Of course, since it is the future level of nominal GDP that is actually targeted, then unexpected supply shocks push nominal GDP away from target. If they are temporary, then they don't effect future nominal GDP. Further, there is no need for monetary disequilibrium to force nominal GDP back to its target growth path. If the corn harvest recovers next year, then the price of corn falls and the quantity of corn rises.

Further, supply shocks expected to persist, or more generally, expected future supply shocks, have impacts that are at least qualitatively appropriate regarding resource allocation. For example, suppose the United Auto Workers gets very militant and demands pay hikes. Their employers acquiesce and raise prices and reduce production. If car demand is inelastic and this problem is likely to persist, total expenditures on cars rise, and spending in the rest of the economy falls. This reduction in demand tends to free up resources to produce other things. But what other things? Perhaps to produce more cars in nonunion shops in South Carolina. Perhaps to produce more export goods to exchange for imported cars. Of course, this is about the long run elasticity of supply of cars. It is certainly likely that slow growth in real incomes for everyone else in the economy would be at least part of the impact of the militant unions. Targeting the growth path of nominal GDP would require slower growth in nominal incomes in the rest of the economy.

If, on the other hand, the demand for cars were elastic, then total spending on cars would fall, and expenditure in the rest of the economy would rise. The demand for other goods would rise, requiring more resources. Where could those resources come from? Perhaps from those who would have been hired by the car companies if the unions were less militant.

It is at about this point where I just go with--a stable growth path of nominal expenditure is the least bad environment for microeconomic coordination. However, there is a bit more to say regarding the distinction between targeting the growth rate or growth path of nominal GDP. Expected future supply shocks to goods whose demands are not unit elastic has the exact same potentially undesirable effect whether the growth rate or growth path of nominal GDP is targeted.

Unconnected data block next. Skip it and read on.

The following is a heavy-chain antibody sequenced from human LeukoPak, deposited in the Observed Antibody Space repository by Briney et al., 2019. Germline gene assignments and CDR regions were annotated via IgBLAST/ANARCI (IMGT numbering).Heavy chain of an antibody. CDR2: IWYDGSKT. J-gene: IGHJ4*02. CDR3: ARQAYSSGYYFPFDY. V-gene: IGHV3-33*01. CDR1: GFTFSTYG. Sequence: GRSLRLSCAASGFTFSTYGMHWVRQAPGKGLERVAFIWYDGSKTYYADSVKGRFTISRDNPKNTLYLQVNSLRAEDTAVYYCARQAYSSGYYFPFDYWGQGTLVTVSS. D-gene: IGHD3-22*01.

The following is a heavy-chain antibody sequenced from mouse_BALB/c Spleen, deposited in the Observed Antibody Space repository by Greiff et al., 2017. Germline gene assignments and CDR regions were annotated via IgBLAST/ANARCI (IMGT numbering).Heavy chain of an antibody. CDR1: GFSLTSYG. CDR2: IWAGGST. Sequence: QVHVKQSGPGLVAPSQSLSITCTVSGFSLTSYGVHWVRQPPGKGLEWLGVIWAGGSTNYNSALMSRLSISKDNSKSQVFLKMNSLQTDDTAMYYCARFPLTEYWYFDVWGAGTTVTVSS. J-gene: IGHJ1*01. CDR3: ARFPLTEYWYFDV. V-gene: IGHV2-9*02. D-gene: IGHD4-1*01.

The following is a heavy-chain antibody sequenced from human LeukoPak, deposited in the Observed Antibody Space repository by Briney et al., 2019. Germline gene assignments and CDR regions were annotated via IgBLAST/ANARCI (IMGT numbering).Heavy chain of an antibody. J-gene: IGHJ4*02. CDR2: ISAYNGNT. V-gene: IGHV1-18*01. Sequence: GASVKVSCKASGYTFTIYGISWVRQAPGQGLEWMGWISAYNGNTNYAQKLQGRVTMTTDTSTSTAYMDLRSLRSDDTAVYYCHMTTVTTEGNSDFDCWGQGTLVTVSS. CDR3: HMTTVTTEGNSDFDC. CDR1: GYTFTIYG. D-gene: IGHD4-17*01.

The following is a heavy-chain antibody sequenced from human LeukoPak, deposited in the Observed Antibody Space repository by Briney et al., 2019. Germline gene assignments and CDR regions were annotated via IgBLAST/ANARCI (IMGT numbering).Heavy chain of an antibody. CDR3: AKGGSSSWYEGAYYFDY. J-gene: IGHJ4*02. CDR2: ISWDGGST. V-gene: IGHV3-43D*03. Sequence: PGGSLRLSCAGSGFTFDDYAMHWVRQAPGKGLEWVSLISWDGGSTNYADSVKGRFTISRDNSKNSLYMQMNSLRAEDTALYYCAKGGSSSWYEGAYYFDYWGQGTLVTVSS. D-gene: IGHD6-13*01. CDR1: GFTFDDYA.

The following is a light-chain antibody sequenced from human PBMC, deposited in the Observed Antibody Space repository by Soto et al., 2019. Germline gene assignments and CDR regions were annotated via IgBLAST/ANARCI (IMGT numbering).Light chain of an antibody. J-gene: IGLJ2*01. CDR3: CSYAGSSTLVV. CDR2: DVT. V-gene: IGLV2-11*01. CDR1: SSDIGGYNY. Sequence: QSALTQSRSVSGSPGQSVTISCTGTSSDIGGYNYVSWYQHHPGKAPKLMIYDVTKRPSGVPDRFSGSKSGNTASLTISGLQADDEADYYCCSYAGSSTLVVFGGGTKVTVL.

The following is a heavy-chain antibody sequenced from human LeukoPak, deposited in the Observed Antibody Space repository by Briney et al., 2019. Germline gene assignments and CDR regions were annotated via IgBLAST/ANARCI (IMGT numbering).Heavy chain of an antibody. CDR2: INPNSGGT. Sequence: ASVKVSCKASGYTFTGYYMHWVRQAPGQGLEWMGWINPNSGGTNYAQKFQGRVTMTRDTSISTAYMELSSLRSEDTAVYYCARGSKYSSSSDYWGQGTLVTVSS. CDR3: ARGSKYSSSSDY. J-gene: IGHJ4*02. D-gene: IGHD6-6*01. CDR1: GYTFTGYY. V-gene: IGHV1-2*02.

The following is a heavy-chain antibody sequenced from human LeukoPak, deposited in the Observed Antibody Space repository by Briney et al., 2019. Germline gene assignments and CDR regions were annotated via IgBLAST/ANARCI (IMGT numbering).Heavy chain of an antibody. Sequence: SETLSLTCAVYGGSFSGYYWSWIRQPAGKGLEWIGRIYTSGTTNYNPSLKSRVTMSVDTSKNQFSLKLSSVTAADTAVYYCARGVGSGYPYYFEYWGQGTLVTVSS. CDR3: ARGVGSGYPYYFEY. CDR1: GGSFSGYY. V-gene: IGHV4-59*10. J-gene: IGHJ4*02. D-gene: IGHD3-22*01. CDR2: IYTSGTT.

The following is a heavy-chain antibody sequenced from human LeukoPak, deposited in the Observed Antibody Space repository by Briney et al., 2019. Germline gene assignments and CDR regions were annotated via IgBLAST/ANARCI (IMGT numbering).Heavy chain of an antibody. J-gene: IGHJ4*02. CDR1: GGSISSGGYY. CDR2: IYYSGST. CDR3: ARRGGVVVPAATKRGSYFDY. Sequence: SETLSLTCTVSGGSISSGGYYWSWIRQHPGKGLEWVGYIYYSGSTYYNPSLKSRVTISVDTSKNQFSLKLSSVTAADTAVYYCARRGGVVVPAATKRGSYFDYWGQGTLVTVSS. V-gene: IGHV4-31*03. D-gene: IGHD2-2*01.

So, it comes down to persistent unexpected supply shocks for goods with other than unit elastic demands freeing up too many resources or demanding too many in the rest of the economy, versus the ability of the economy to better avoid undesirable shifts in aggregate expenditures and to rapidly recover from any adverse effects.

The last three years has convinced me that avoiding and rapidly reversing changes in nominal expenditures--especially decreases--is very important.

Monday, October 24, 2011

WSJ on Nominal GDP Targeting

Kelly Evans, of the Wall Street Journal, wrote a column critical of nominal GDP targeting.

There are at least three problems with this strategy, however. First, it assumes that the Fed can sensibly determine the "right" trend for nominal GDP. Second, it isn't clear that it can actually achieve any such target. And third, doing so would run a huge risk of conflicting with the Fed's congressional mandate to promote "stable prices"—something that can't unilaterally be rewritten. This is because any boost to nominal GDP may well come more from higher inflation rather than from faster growth in underlying GDP, which Goldman acknowledges. After all, the economy's real potential growth rate has been slowing for decades.

What should we make of these three points?

1. Can the Fed find the "right" trend for nominal GDP?

In my view, the right trend growth rate for nominal GDP is the trend growth rate of the productive capacity of the economy. This generates zero inflation over time. If the trend shifts, then the result will be inflation or deflation, but unless the shift is extreme, it will be modest.